'The King never rests': Charles' 'relentless schedule' ensures he doesn't eat lunch and works well past midnight
WINDSOR, ENGLAND: During the throning of 73-year-old King Charles III, many had expressed concerns about the septuagenrian's jam-packed and "relentless" schedule. However, his former communications secretary showed confidence in him as he claimed that Charles had an even more frantic schedule when he was the Prince of Wales.
The King’s former press secretary Julian Payne shared Charles' day-to-day life schedule when he was heir and described it as “pretty relentless”. “The working day is pretty relentless. Beginning with the radio news headlines and a breakfast of seasonal fruit salad and seeds with tea, Payne said, adding, “The King doesn’t eat lunch; so, an early lesson I learnt when out on the road with him was to have a big breakfast or bring a few snack bars with you to keep you going.”
Clapping back at rumors that the King was served a line of eggs to choose from every morning, Payne said, "I never saw a single boiled egg at breakfast in all the years I worked there.” He revealed that the King's household was run with precision by a small but dedicated group of staffers, who had been with him for many years. “They are some of the most loyal, kind, and funny people I have ever met,” he said.
Payne said that not just at home, but the King's day in office was equally busy. From his meeting with Sir Clive Alderton, his principal private secretary to his back-to-back 45-minute sessions on his charity’s next projects, the monarch spends an organized and tightly-packed day in the office. Twice a year all his work was put into a new six-month diary.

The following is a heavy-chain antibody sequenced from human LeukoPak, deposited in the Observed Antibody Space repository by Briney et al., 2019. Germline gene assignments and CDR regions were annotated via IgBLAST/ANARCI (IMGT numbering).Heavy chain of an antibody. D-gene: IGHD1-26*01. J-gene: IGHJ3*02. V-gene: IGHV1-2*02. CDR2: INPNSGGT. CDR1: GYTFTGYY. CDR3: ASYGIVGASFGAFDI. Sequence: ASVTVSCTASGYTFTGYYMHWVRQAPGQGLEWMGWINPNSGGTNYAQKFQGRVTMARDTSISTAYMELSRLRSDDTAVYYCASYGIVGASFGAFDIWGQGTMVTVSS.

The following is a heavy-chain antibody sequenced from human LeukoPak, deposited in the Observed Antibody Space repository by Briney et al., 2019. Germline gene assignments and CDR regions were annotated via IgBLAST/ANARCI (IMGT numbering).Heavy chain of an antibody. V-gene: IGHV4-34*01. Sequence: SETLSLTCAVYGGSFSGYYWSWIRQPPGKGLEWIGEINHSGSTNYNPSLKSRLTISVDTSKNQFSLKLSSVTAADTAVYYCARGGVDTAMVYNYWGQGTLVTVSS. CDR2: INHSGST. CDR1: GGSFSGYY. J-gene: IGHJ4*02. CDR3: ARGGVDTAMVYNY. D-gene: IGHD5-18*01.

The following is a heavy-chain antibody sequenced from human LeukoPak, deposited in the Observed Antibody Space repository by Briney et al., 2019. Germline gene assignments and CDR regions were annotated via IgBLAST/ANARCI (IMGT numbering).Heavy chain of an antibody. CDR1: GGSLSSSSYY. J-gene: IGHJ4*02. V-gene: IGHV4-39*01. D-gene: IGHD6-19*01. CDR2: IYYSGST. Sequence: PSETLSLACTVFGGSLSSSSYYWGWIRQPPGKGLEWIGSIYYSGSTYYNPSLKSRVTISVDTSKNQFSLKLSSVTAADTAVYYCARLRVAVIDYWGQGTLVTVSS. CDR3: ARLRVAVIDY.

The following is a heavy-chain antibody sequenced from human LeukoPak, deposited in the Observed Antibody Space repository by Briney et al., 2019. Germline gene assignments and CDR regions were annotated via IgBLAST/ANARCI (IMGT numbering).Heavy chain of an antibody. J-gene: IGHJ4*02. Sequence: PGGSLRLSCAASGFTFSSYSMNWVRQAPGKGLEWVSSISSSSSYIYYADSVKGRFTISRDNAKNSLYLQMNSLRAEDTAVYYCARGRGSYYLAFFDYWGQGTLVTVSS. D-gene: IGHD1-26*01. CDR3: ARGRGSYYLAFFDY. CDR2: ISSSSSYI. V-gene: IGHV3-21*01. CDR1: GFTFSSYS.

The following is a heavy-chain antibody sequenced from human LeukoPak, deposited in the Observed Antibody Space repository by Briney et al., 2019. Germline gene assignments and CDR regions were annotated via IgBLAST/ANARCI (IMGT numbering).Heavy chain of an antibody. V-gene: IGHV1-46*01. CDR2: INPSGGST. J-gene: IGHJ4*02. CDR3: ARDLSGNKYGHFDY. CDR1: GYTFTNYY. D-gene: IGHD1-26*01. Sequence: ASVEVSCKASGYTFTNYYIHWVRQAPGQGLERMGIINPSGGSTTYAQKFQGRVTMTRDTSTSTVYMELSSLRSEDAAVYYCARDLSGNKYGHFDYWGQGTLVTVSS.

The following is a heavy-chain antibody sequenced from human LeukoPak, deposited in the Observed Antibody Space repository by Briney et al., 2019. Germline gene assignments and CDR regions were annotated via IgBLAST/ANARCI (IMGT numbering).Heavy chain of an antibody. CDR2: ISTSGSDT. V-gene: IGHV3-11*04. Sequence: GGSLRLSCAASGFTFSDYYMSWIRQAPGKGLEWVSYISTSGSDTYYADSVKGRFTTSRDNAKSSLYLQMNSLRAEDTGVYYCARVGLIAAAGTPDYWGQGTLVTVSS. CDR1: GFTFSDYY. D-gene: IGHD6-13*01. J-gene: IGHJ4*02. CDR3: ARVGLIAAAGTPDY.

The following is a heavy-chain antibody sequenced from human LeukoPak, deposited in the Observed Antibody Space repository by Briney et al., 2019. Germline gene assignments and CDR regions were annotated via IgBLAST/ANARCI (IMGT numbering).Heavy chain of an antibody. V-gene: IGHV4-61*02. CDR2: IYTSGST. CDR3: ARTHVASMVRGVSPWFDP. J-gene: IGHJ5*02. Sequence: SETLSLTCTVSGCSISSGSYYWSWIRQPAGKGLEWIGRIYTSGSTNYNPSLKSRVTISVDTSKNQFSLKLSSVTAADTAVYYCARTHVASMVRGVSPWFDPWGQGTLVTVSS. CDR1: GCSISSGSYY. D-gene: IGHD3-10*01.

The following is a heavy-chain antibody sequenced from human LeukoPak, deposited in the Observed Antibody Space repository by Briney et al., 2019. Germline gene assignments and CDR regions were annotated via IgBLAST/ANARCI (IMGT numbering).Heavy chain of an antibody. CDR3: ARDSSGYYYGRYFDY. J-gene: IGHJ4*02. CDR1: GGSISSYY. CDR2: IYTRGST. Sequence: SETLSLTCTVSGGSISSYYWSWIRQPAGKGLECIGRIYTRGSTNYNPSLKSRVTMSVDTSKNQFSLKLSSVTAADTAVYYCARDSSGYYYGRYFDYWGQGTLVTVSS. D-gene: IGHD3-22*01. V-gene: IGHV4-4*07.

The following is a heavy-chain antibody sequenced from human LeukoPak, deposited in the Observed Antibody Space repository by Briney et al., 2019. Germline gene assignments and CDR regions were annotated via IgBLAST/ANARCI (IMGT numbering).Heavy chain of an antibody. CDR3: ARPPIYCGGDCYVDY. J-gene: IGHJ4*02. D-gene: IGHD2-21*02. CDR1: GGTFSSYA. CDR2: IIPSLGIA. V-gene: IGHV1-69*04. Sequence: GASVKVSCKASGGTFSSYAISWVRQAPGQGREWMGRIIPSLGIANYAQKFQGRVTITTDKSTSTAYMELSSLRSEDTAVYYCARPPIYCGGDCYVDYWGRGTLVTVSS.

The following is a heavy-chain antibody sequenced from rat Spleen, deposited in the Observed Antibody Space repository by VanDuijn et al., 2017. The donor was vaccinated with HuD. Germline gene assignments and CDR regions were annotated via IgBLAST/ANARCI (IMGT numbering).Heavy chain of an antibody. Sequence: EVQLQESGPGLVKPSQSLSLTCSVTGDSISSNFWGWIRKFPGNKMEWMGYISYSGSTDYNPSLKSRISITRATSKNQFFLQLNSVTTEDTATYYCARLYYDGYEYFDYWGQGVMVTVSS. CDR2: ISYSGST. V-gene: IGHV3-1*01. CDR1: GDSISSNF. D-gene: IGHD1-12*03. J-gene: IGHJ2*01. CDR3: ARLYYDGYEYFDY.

However, Charles does get a break from his "relentless schedule" around 1 pm but “not to eat but to get outside to walk.” "The King dislikes being inside for too long and always has the windows wide open.” Payne said. Charles’ first proper break of the day comes around 5 pm when he leaves his desk and steps out to have some tea, sandwiches, and fruit cake with the Queen Consort Camilla.
He would then return to his desk where he tackles the mountain of paperwork which never seemed to get any smaller despite the continuous efforts of his PAs. For the King, dinner is at 8.30 pm sharp and then at 10 pm, he heads back to his desk, usually ends up working well past midnight.
Payne said the King's habit for late nights was also true of public engagements, where his gregarious approach and willingness to chat to lots of people meant these would often go on for hours on end. "When he’s not home, the schedule is a mixture of invitations for his four hundred charities which he is a patron of, military events, and royal duties which include work such as opening parliament and Remembrance Sunday," Payne said